R&D Vision

Bioseutica Research & Development teams are experts in extraction technologies, protein-purifcation, process engineering and microbiological research. We have a long track record in developing new products, proprietary production techniques and innovative applications for the food, feed, animal health and pharmaceutical industries. This is also reflected by the company's strong IP portfolio including trade-marks and patents. Bioseutica and its affiliates hold more than 15 key patents in countries all over the world as well as more than 10 new patent applications which will further strengthen the company's long-term IP position. Our IP portfolio covers a broad range of applications, and manufacturing processes in the fields of omega-3 fatty acids, Natural Proteins and pharmaceutical applications.

Bioseutica’s team of scientists, researchers and R&D specialists are located in Taverne (Switzerland) and Abbotsford (Canada). Bioseutica's competitive edge is due to the R&D teams' dedication to a thorough understanding of our products, our processes and of modern developments in our various fields of research. We have a track record in pioneering and leading the way in developing new market applications such as the use of lysozyme as a natural ingredient in the production of wine and beer. We have active research collaborations with world-class academic institutions and private partners such as, the universities of Gent, Liegè, Edinburgh and Graz, Trinity College Dublin, Agriculture and Agri-Food Canada. Oregon State University, Yale University, Universita di Udine, ITV France, AWRI (Australian Wine Research Institute) and the University of Wisconsin among others.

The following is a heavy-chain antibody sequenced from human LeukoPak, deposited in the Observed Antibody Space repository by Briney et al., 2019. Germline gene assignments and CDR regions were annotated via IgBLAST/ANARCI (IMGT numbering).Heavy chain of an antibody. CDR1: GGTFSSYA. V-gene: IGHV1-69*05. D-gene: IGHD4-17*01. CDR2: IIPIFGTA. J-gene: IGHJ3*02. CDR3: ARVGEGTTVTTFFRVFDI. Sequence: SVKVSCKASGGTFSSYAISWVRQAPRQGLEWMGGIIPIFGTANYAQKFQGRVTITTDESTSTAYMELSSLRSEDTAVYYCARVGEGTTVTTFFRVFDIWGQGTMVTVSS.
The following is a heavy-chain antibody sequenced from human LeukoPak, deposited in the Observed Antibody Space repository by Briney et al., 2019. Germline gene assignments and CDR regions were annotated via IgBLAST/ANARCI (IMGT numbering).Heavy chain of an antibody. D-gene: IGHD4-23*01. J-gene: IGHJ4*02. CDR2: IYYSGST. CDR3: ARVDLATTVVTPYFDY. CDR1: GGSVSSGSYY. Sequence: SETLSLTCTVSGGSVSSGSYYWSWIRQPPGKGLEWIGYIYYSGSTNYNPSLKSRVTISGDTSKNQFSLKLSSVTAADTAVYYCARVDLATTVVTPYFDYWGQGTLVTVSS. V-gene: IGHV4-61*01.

In the Natural Protein Division the team is developing new applications for its pharmaceutical-grade lysozyme and other naturally occurring bioactive proteins. New applications are also being developed for the food protection and animal health industries. Finally, SPK-843, Bioseutica's new experimental drug for treatment of severe, life-threatening fungal infections is currently in late-stage clinical trials.

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